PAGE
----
An individual from Red Deer has died after a collision on Highway… Continue reading

Grade one teacher Heidi Dimou arranges the desks in line with physical distancing policy in her class in preparation for the new school year at the Willingdon Elementary School in Montreal, on Wednesday, August 26, 2020. THE CANADIAN PRESS/Paul Chiasson
Alberta students expected to return to in-person learning next week

Kids can anticipate a return to the classroom next week in Alberta.… Continue reading

This grizzly bear had been hanging out near Aurum Lodge and the Cline River area and was later killed by Fish and Wildlife, says an area resident. (Contributed photo)
Grizzly sniffing for human food west of Nordegg killed

Lodge owner reminds campers to keep all food away from wildlife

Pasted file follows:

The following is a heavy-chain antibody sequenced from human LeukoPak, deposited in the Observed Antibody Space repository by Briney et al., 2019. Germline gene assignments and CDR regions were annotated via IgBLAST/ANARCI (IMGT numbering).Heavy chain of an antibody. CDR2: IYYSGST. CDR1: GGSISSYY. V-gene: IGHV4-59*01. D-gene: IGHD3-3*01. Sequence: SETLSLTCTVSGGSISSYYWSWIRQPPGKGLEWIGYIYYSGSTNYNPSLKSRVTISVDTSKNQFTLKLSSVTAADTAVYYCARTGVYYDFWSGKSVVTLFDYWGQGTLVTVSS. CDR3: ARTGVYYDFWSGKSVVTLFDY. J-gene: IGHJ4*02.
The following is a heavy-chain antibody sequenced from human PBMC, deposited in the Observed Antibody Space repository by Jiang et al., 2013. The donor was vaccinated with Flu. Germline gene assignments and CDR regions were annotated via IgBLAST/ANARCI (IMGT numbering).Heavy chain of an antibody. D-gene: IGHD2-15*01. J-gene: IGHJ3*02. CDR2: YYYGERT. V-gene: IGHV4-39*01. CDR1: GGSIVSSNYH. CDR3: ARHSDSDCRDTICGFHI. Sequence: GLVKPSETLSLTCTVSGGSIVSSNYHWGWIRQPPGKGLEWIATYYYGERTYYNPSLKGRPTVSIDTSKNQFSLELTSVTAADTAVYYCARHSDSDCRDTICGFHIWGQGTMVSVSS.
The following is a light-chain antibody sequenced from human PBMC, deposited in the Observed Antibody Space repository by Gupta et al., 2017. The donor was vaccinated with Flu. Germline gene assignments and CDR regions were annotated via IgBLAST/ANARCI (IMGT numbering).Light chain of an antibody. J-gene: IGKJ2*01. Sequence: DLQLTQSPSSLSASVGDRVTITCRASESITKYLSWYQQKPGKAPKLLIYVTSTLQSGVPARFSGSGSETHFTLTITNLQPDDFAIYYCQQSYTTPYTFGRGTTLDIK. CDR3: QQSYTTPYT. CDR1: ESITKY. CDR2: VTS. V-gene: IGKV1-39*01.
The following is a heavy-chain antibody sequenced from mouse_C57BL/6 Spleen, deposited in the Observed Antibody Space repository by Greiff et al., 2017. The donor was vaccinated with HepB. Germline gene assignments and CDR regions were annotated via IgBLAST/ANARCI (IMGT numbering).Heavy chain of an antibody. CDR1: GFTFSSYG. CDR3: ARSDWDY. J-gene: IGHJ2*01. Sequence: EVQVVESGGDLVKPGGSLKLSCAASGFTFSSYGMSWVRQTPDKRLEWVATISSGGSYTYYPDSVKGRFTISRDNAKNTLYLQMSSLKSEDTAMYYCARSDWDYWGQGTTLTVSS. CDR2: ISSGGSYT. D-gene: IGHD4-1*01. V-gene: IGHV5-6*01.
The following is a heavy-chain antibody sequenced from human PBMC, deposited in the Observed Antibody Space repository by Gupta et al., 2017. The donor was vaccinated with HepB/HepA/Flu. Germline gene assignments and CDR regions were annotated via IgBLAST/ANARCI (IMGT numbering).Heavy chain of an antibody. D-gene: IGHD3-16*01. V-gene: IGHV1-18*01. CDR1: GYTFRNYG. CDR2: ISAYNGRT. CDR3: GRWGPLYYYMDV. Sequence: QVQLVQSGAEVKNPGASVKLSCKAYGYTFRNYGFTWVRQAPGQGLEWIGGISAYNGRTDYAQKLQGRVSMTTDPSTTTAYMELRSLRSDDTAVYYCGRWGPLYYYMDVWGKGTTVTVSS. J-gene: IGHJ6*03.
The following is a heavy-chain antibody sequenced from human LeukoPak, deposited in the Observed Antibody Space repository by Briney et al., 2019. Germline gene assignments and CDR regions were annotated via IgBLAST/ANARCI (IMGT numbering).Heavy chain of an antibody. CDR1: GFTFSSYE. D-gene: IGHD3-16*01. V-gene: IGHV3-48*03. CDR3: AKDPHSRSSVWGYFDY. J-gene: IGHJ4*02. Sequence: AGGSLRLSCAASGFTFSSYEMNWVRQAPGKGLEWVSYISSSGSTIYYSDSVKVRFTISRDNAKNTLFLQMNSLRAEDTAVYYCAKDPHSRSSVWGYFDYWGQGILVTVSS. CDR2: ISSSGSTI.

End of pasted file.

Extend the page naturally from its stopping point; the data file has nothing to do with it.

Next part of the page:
Red Deer musician Curtis Phagoo is glad the Alberta government is investing $2 million to help the province’s live music industry, but he would have liked the criteria to be expanded, so the money could be used as relief to cover revenue shortfalls. (Contributed photo by Cory Michaud)
Red Deer musicians welcome $2M in grants to help live music, but would have preferred relief program

The money is for future projects and can’t be used for retroactive expenses

Trudeau says he knew about investigation into general overseeing vaccines weeks ago

OTTAWA — Prime Minister Justin Trudeau says he learned weeks ago that… Continue reading

Canadian and American flags fly near the Ambassador Bridge at the Canada-USA border crossing in Windsor, Ont. on Saturday, March 21, 2020. Canadian residents are allowed to head to the United States for a COVID-19 vaccine and avoid quarantine on return if they meet some straightforward conditions, the Public Health Agency of Canada confirms.THE CANADIAN PRESS/Rob Gurdebeke
Canadians can drive to U.S. for COVID-19 vax and avoid quarantine, Ottawa confirms

TORONTO — Canadian residents are allowed to head to the United States… Continue reading

Prime Minister Justin Trudeau holds a press conference in Ottawa on Tuesday, May 18, 2021. THE CANADIAN PRESS/Sean Kilpatrick
Quebec can modify part of the Canadian Constitution unilaterally: Trudeau